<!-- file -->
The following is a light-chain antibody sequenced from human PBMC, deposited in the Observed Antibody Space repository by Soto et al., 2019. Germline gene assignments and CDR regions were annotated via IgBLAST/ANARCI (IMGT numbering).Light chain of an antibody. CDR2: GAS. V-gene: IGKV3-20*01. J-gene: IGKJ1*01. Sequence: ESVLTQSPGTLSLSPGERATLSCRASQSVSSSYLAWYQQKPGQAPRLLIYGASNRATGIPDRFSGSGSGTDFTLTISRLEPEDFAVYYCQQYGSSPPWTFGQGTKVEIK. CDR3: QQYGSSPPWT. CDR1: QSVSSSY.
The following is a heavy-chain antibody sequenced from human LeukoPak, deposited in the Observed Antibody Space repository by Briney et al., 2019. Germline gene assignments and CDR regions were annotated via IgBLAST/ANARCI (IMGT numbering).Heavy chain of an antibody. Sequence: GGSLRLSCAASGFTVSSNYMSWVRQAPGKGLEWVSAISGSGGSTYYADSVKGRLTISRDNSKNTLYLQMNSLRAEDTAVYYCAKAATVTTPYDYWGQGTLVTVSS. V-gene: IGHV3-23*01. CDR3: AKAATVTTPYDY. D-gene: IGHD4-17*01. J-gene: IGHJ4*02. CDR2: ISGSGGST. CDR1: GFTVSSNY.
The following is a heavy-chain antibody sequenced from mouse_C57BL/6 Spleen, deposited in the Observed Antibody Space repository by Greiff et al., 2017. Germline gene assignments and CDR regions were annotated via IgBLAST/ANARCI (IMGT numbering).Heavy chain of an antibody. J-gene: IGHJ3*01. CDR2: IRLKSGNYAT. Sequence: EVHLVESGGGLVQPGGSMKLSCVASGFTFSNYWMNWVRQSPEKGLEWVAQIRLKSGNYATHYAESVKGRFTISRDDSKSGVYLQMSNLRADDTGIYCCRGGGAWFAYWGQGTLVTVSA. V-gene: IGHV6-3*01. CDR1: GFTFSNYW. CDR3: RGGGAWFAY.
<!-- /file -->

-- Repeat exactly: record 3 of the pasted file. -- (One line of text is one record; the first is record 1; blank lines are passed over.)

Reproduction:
The following is a heavy-chain antibody sequenced from mouse_C57BL/6 Spleen, deposited in the Observed Antibody Space repository by Greiff et al., 2017. Germline gene assignments and CDR regions were annotated via IgBLAST/ANARCI (IMGT numbering).Heavy chain of an antibody. J-gene: IGHJ3*01. CDR2: IRLKSGNYAT. Sequence: EVHLVESGGGLVQPGGSMKLSCVASGFTFSNYWMNWVRQSPEKGLEWVAQIRLKSGNYATHYAESVKGRFTISRDDSKSGVYLQMSNLRADDTGIYCCRGGGAWFAYWGQGTLVTVSA. V-gene: IGHV6-3*01. CDR1: GFTFSNYW. CDR3: RGGGAWFAY.